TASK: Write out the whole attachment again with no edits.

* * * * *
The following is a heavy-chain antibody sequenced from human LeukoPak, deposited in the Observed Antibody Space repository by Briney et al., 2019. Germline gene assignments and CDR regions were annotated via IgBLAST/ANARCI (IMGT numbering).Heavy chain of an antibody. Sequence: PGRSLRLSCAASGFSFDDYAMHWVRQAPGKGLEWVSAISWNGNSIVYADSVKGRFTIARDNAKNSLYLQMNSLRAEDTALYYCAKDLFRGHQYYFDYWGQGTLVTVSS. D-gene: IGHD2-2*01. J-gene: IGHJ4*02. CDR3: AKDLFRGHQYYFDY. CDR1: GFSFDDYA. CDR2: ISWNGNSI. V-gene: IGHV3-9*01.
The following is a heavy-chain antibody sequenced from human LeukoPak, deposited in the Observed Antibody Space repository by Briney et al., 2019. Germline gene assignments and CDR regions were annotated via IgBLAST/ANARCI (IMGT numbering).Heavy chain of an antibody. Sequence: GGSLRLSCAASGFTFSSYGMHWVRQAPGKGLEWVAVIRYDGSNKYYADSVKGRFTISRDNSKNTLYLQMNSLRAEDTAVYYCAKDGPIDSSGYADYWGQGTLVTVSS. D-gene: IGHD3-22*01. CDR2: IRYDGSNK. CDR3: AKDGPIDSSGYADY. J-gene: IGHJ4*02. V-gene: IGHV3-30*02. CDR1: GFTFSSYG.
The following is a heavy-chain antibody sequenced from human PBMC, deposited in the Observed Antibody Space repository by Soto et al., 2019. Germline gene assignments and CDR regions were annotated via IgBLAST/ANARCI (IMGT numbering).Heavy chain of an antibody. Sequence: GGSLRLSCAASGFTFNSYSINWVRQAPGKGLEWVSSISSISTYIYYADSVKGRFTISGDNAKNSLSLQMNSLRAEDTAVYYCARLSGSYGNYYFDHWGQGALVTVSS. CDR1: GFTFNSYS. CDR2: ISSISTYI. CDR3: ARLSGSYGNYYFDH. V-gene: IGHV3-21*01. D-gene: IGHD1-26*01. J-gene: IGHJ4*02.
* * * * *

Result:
The following is a heavy-chain antibody sequenced from human LeukoPak, deposited in the Observed Antibody Space repository by Briney et al., 2019. Germline gene assignments and CDR regions were annotated via IgBLAST/ANARCI (IMGT numbering).Heavy chain of an antibody. Sequence: PGRSLRLSCAASGFSFDDYAMHWVRQAPGKGLEWVSAISWNGNSIVYADSVKGRFTIARDNAKNSLYLQMNSLRAEDTALYYCAKDLFRGHQYYFDYWGQGTLVTVSS. D-gene: IGHD2-2*01. J-gene: IGHJ4*02. CDR3: AKDLFRGHQYYFDY. CDR1: GFSFDDYA. CDR2: ISWNGNSI. V-gene: IGHV3-9*01.
The following is a heavy-chain antibody sequenced from human LeukoPak, deposited in the Observed Antibody Space repository by Briney et al., 2019. Germline gene assignments and CDR regions were annotated via IgBLAST/ANARCI (IMGT numbering).Heavy chain of an antibody. Sequence: GGSLRLSCAASGFTFSSYGMHWVRQAPGKGLEWVAVIRYDGSNKYYADSVKGRFTISRDNSKNTLYLQMNSLRAEDTAVYYCAKDGPIDSSGYADYWGQGTLVTVSS. D-gene: IGHD3-22*01. CDR2: IRYDGSNK. CDR3: AKDGPIDSSGYADY. J-gene: IGHJ4*02. V-gene: IGHV3-30*02. CDR1: GFTFSSYG.
The following is a heavy-chain antibody sequenced from human PBMC, deposited in the Observed Antibody Space repository by Soto et al., 2019. Germline gene assignments and CDR regions were annotated via IgBLAST/ANARCI (IMGT numbering).Heavy chain of an antibody. Sequence: GGSLRLSCAASGFTFNSYSINWVRQAPGKGLEWVSSISSISTYIYYADSVKGRFTISGDNAKNSLSLQMNSLRAEDTAVYYCARLSGSYGNYYFDHWGQGALVTVSS. CDR1: GFTFNSYS. CDR2: ISSISTYI. CDR3: ARLSGSYGNYYFDH. V-gene: IGHV3-21*01. D-gene: IGHD1-26*01. J-gene: IGHJ4*02.